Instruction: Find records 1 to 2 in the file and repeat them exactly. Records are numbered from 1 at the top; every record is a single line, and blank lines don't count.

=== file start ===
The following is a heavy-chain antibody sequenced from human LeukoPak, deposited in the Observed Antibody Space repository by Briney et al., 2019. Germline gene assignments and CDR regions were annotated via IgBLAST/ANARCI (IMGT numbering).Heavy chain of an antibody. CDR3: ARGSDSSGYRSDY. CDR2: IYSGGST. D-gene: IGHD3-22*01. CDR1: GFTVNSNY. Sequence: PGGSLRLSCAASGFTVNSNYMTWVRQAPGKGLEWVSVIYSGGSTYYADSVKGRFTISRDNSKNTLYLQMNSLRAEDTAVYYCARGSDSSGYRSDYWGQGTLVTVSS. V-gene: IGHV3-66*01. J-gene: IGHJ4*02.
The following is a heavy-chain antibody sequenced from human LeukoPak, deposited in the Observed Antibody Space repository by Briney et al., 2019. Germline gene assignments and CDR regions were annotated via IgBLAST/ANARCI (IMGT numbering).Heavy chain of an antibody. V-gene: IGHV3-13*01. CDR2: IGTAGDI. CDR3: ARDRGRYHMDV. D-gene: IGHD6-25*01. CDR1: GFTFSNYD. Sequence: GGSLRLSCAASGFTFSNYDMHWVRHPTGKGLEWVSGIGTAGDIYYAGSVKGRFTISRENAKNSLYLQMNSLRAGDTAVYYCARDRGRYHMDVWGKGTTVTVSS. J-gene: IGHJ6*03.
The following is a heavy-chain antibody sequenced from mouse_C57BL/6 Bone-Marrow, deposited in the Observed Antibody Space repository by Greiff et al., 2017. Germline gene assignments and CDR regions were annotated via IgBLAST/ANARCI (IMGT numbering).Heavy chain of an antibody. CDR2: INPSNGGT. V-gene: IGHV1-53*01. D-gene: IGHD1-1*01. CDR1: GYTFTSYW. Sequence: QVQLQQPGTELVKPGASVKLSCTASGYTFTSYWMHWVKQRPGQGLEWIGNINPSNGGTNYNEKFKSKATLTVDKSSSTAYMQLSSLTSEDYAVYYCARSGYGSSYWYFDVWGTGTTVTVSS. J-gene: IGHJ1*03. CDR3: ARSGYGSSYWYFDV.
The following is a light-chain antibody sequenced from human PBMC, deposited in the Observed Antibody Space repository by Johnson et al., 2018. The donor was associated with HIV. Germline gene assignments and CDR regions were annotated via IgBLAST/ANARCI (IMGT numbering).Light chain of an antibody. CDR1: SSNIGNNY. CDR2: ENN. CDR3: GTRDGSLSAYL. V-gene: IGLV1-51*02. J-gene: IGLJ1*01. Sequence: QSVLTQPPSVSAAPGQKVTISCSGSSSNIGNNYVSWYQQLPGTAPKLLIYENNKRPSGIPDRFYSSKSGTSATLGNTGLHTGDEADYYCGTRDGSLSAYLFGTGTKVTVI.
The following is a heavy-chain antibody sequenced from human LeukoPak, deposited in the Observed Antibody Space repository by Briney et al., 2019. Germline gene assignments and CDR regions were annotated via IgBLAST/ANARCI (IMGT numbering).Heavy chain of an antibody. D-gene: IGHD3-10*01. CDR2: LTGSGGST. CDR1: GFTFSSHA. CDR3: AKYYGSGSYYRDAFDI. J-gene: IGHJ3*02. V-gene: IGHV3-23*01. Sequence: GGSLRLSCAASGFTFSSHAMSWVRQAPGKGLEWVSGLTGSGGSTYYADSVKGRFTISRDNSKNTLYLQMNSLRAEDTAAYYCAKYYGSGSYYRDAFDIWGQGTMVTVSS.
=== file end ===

The following is a heavy-chain antibody sequenced from human LeukoPak, deposited in the Observed Antibody Space repository by Briney et al., 2019. Germline gene assignments and CDR regions were annotated via IgBLAST/ANARCI (IMGT numbering).Heavy chain of an antibody. CDR3: ARGSDSSGYRSDY. CDR2: IYSGGST. D-gene: IGHD3-22*01. CDR1: GFTVNSNY. Sequence: PGGSLRLSCAASGFTVNSNYMTWVRQAPGKGLEWVSVIYSGGSTYYADSVKGRFTISRDNSKNTLYLQMNSLRAEDTAVYYCARGSDSSGYRSDYWGQGTLVTVSS. V-gene: IGHV3-66*01. J-gene: IGHJ4*02.
The following is a heavy-chain antibody sequenced from human LeukoPak, deposited in the Observed Antibody Space repository by Briney et al., 2019. Germline gene assignments and CDR regions were annotated via IgBLAST/ANARCI (IMGT numbering).Heavy chain of an antibody. V-gene: IGHV3-13*01. CDR2: IGTAGDI. CDR3: ARDRGRYHMDV. D-gene: IGHD6-25*01. CDR1: GFTFSNYD. Sequence: GGSLRLSCAASGFTFSNYDMHWVRHPTGKGLEWVSGIGTAGDIYYAGSVKGRFTISRENAKNSLYLQMNSLRAGDTAVYYCARDRGRYHMDVWGKGTTVTVSS. J-gene: IGHJ6*03.